Edited by brian0918

Share this post


Link to post
Share on other sites

^ I agree. I think the key to rational weight loss/gain is just knowing how your body works (how many calories you need to cut out to lose/gain a few pounds). I think a lot of this also has to do with your attitude on calorie counting and dieting in general. A lot of people don't consider this an important priority, or use the excuse that they 'don't have enough time' to research and find a plan that will suit their lifestyle. I think the trick is to make eating/exercise a priority that's just as important as your daily work.

"Take the number of calories you burn per day, roughly the same for everybody of your sex, height, build, and level of activity. Subtracting the calories burned from the calories eaten gives excess calories per day. This number times thirty is excess calories per month. A pound of fat is equivalent to about 3500 calories. If you eat 3500 calories more in a month than you burn, you'll gain a pound that month. If you burn 3500 calories more than you eat, you'll lose a pound. All the weight you gain or lose is the consequence of these simple numbers." -The Hacker's Diet

Share this post


Link to post
Share on other sites

As I've said, studies clearly show that calorie restriction does not work long-term, if it is not combined with a change in the contents of the diet. Your body will defend that higher weight, and you will end up gaining the weight back, if not more. This is called the "body fat setpoint" - neurobiologist Stefan Guyenet has written extensively on it.

Now, most people who are actually trying to lose weight do not simply cut calories - they also cut out a lot of sweets and delicious, highly-processed foods (providing a variety of flavor, mixing sweet/fat/salty with texture, spices, and other flavor enhancers), in favor of less-processed foods. Guyenet considers one factor in the reduction of the body fat setpoint to be the reduction in the "food reward / palatibility" of these diet foods.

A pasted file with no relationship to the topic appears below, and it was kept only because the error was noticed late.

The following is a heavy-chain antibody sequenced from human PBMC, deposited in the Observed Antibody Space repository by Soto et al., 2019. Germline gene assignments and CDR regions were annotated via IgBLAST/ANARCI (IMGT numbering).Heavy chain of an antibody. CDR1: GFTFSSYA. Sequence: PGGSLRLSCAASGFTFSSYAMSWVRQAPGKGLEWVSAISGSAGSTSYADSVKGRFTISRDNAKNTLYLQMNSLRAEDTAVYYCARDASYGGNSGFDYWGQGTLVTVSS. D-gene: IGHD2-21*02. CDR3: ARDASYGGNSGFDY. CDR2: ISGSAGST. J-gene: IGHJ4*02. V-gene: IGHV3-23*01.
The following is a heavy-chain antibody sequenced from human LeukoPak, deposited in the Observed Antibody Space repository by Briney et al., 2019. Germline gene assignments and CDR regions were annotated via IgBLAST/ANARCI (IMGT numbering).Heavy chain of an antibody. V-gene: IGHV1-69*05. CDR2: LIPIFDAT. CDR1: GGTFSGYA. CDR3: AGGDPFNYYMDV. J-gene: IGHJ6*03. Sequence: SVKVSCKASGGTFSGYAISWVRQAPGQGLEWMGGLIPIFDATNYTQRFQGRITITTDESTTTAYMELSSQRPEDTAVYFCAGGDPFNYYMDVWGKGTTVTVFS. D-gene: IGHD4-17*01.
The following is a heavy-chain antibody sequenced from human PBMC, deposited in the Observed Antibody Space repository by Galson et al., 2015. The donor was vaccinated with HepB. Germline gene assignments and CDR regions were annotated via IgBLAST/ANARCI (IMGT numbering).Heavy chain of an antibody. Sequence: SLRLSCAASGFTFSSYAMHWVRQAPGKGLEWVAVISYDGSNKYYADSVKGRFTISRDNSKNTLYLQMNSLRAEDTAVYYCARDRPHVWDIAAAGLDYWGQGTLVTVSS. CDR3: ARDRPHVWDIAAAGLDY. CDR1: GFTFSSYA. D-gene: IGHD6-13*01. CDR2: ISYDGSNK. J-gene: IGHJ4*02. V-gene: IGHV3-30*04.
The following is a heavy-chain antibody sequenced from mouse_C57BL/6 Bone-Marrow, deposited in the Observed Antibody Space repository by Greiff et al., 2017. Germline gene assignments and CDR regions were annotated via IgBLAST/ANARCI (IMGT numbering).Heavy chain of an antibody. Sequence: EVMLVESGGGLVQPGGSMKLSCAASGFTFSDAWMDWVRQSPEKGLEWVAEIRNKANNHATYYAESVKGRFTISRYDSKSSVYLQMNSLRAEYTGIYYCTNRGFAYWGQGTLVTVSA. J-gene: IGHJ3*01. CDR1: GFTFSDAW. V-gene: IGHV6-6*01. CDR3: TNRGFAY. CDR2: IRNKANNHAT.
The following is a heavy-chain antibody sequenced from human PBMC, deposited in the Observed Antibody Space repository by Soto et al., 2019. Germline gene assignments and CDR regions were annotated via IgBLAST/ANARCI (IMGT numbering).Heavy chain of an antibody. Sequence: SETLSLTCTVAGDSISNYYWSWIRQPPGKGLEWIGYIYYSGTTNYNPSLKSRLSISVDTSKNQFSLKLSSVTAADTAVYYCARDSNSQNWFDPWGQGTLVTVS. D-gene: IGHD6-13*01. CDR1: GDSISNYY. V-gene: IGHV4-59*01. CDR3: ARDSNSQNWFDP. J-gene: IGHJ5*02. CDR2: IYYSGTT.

Edited by brian0918

Share this post


Link to post
Share on other sites

I figured it would be as easy as sticking to a primarily fruit and vegetable (raw as possible) with the no more than 2 servings of meat if necessary.

This has been the latest medically popular trend anyway.

Share this post


Link to post
Share on other sites

I figured it would be as easy as sticking to a primarily fruit and vegetable (raw as possible) with the no more than 2 servings of meat if necessary.

This has been the latest medically popular trend anyway.

My only recommendations, if you go with such an approach, are to strive to find nutrient-dense foods. Lots of popular fruits that people go for on diets have been bred to be artificially high in sugar, to make them sweeter (e.g. apples, bananas, and many large fruits). I would just stick with berries. For vegetables, avoid lettuce and other fillers, and go for kale, broccoli, carrots, sweet potatoes, and anything else dense in nutrients.

As for meat, do not buy into the lipid hypothesis - i.e. that increased fat intake causes increased cholesterol, which causes heart disease. Dietary animal fat is a vital component for mental and physical health. Your body regulates fat intake - it doesn't simply store whatever fat you consume. And cholesterol buildup is a repair mechanism - it is a symptom of a greater problem (inflammation), not a problem in itself. Meat, fish, eggs, liver and organs are particularly dense in a variety of nutrients, and were a part of the hominid diet throughout our evolution. Why people think these foods should no longer be in our diet after a million years, I am not sure.

Edited by brian0918

Share this post


Link to post
Share on other sites